early years education

Education Secretary sets his vision to support a child’s early years education, in his first major speech on social mobility

Latest research shows more than 28% of four-and-five-year-olds lacked the early communication and literacy skills expected by the end of reception year. The ‘expected level’ includes, for example, a child being able to express themselves clearly and read simple sentences.

In a speech to the Resolution Foundation, Education Secretary Damian Hinds set out his ambition to halve this number through a range of measures and a new coalition of organisations to look at ways of supporting parents with helping children develop communication skills.

He also unveiled details of a £30 million fund, part of an investment announced in the government’s social mobility action plan, to create more nursery places run by successful schools in disadvantaged areas so more children can access a high-quality early education.

Alongside this, another £20 million will be spent on training and professional development for early years staff in disadvantaged areas to increase their ability to support children’s early speech and language development.

On top of the new ambition and investment in early years provision, the Education Secretary announced other measures to improve social mobility:

  • the Office for Students will look at how universities – particularly the most elite – can reach out to children from different backgrounds;
  • a new data project building on Raj Chetty’s world-renowned work mapping social mobility in America, linking education and income data and breaking it down by region to directly show the impact of education on future earning prospects. The data will provide a map and measure of social mobility and help target interventions more effectively;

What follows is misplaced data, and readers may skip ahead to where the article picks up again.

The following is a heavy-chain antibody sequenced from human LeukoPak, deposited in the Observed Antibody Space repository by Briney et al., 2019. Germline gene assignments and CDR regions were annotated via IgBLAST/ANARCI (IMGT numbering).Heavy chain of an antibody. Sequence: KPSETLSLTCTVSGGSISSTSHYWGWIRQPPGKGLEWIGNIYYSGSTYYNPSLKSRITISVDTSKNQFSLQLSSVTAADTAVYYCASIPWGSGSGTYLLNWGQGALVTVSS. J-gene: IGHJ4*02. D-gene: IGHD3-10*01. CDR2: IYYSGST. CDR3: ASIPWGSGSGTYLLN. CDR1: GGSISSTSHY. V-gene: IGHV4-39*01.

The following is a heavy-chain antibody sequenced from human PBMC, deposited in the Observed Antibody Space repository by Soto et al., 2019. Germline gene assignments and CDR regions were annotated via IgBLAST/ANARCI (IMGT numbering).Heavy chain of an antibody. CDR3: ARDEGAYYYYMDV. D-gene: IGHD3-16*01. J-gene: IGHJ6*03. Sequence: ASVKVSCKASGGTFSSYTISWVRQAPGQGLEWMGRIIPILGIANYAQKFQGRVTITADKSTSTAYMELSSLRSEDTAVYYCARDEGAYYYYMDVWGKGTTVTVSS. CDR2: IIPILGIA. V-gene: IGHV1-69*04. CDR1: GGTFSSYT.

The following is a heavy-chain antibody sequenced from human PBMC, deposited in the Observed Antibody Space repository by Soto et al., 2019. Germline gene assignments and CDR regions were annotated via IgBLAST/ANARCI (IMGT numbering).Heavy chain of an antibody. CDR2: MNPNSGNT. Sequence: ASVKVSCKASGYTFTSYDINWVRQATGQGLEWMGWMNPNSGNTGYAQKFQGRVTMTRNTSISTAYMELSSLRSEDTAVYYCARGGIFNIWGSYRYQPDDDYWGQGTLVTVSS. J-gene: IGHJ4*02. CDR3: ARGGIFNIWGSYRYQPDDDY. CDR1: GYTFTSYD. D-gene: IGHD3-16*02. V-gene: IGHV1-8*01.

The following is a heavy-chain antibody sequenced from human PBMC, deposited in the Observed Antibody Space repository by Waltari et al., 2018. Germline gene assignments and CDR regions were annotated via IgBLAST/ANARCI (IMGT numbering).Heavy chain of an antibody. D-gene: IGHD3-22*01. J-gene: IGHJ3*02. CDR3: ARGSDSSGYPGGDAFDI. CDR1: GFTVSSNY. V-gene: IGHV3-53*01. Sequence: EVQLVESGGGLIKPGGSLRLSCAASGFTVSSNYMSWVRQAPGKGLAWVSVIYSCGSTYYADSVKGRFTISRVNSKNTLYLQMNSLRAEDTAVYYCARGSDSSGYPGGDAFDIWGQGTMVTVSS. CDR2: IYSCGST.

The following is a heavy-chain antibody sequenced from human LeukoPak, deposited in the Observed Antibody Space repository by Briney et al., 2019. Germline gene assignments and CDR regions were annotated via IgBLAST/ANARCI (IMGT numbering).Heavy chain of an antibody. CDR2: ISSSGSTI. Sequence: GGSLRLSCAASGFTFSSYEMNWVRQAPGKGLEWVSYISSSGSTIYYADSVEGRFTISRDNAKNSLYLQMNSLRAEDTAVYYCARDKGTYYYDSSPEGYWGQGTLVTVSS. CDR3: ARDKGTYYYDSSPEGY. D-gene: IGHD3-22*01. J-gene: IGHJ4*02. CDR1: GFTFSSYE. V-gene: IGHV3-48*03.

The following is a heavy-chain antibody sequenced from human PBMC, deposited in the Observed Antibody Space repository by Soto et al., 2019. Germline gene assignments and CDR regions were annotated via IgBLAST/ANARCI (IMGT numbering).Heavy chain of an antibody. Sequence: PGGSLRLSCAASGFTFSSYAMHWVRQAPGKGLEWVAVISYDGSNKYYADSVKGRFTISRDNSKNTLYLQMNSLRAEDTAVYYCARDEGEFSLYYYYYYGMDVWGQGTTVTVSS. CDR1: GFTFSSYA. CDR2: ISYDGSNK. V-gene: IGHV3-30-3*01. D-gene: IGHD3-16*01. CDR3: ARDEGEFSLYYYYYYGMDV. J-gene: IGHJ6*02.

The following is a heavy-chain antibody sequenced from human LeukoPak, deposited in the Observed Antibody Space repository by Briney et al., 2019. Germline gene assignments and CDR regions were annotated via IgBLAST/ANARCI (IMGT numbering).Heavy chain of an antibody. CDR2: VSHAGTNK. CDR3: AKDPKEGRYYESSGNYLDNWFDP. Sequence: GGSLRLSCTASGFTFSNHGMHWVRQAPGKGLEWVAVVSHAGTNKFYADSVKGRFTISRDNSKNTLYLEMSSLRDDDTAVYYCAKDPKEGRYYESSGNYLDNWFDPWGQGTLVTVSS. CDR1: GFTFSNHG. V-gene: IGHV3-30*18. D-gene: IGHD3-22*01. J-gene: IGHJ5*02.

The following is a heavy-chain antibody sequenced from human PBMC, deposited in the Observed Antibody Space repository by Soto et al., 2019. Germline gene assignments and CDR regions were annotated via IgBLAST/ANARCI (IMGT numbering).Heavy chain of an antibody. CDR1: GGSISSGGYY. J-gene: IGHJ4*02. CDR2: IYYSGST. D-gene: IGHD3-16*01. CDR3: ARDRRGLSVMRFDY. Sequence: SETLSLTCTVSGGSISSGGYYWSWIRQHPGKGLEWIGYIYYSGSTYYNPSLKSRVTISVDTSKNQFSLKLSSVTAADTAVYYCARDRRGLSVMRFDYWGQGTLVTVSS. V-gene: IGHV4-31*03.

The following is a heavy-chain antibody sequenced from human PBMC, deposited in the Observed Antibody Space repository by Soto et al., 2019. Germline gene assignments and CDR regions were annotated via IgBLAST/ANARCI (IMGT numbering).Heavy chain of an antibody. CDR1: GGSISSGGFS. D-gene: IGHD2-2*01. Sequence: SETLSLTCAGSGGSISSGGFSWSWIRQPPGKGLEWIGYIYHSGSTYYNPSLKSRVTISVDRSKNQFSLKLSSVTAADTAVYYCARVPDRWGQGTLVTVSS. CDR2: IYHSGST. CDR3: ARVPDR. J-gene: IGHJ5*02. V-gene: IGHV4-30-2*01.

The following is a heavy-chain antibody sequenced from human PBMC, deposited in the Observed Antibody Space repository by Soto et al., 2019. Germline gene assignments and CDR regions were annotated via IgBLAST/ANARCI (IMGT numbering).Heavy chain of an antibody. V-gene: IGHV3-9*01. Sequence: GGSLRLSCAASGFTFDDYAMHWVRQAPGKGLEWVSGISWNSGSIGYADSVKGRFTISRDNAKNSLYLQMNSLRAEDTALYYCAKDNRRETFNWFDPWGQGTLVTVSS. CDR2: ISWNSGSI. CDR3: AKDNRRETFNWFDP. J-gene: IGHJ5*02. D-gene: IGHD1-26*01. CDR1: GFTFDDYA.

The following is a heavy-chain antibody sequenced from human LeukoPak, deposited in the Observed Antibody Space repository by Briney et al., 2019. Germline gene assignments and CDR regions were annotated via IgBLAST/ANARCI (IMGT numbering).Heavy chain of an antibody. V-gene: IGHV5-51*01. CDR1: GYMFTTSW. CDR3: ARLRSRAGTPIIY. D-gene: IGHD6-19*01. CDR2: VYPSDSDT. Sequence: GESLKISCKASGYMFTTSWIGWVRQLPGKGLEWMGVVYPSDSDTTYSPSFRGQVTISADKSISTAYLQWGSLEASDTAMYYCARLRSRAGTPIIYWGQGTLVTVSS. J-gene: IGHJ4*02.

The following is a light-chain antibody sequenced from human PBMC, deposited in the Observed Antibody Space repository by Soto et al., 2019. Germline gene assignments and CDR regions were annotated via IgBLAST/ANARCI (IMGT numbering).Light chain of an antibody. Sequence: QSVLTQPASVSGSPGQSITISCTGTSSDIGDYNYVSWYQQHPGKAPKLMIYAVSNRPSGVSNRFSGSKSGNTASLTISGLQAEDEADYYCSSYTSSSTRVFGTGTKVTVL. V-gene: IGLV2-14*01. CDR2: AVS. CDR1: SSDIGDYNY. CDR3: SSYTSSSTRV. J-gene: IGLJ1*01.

• a departmental review of non-GCSE qualifications for 14 to 16-year-olds to make sure the courses on offer to students are of high quality; and
  • new research by the Social Mobility Commission looking at the impact of extra-curricular activities on social mobility. This will help ensure the most effective practices are scaled up and targeted at the areas that need them most.

In his speech, Education Secretary Damian Hinds said: “We need a country that works for everyone – because what is progress for our society if we’re not doing more for the people who start out with the biggest disadvantages? A strong society, a strong economy, does not leave people behind.

“It’s time to raise our ambitions, to expect more and to expect better for every child, whatever their background – and to build a country where everyone can make the most of themselves.”

During the speech, Mr Hinds set out his ‘Seven Key Truths’ that drive better outcomes for children by giving them the support, skills and character building experiences that will unlock their potential.

These include:

  • the early learning from birth to age three;
  • a good school education;
  • high-quality teaching;
  • making more extracurricular activities available;
  • increasing access for university;
  • second chances later in life; and
  • developing resilience and emotional wellbeing.


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